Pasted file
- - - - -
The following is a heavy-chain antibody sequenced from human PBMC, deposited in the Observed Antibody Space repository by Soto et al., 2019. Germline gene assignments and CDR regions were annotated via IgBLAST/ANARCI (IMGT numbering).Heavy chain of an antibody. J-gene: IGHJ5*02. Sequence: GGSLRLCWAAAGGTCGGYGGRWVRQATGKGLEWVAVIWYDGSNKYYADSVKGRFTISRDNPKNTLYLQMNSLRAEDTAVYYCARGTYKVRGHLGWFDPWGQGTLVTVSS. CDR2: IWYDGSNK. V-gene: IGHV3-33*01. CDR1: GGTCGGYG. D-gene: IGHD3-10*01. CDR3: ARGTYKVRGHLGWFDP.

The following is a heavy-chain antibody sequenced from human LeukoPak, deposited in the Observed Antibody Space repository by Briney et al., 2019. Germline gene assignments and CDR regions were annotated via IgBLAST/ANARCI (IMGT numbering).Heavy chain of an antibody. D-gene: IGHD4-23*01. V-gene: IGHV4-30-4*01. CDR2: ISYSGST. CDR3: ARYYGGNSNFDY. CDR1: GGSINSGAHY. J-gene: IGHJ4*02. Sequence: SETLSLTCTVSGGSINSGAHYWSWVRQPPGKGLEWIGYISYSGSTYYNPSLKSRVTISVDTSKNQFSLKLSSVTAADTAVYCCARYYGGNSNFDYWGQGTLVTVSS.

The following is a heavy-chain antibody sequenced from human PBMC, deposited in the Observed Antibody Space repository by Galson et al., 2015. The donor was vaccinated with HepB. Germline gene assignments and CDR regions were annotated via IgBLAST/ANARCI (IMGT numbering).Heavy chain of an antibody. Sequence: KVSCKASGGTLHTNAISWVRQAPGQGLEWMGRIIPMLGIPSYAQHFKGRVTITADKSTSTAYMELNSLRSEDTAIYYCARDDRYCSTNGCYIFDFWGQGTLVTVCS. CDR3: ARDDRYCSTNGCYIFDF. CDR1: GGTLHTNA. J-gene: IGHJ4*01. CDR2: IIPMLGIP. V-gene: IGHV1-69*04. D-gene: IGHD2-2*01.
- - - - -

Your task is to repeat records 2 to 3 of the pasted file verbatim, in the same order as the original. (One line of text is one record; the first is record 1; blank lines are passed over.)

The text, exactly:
The following is a heavy-chain antibody sequenced from human LeukoPak, deposited in the Observed Antibody Space repository by Briney et al., 2019. Germline gene assignments and CDR regions were annotated via IgBLAST/ANARCI (IMGT numbering).Heavy chain of an antibody. D-gene: IGHD4-23*01. V-gene: IGHV4-30-4*01. CDR2: ISYSGST. CDR3: ARYYGGNSNFDY. CDR1: GGSINSGAHY. J-gene: IGHJ4*02. Sequence: SETLSLTCTVSGGSINSGAHYWSWVRQPPGKGLEWIGYISYSGSTYYNPSLKSRVTISVDTSKNQFSLKLSSVTAADTAVYCCARYYGGNSNFDYWGQGTLVTVSS.

The following is a heavy-chain antibody sequenced from human PBMC, deposited in the Observed Antibody Space repository by Galson et al., 2015. The donor was vaccinated with HepB. Germline gene assignments and CDR regions were annotated via IgBLAST/ANARCI (IMGT numbering).Heavy chain of an antibody. Sequence: KVSCKASGGTLHTNAISWVRQAPGQGLEWMGRIIPMLGIPSYAQHFKGRVTITADKSTSTAYMELNSLRSEDTAIYYCARDDRYCSTNGCYIFDFWGQGTLVTVCS. CDR3: ARDDRYCSTNGCYIFDF. CDR1: GGTLHTNA. J-gene: IGHJ4*01. CDR2: IIPMLGIP. V-gene: IGHV1-69*04. D-gene: IGHD2-2*01.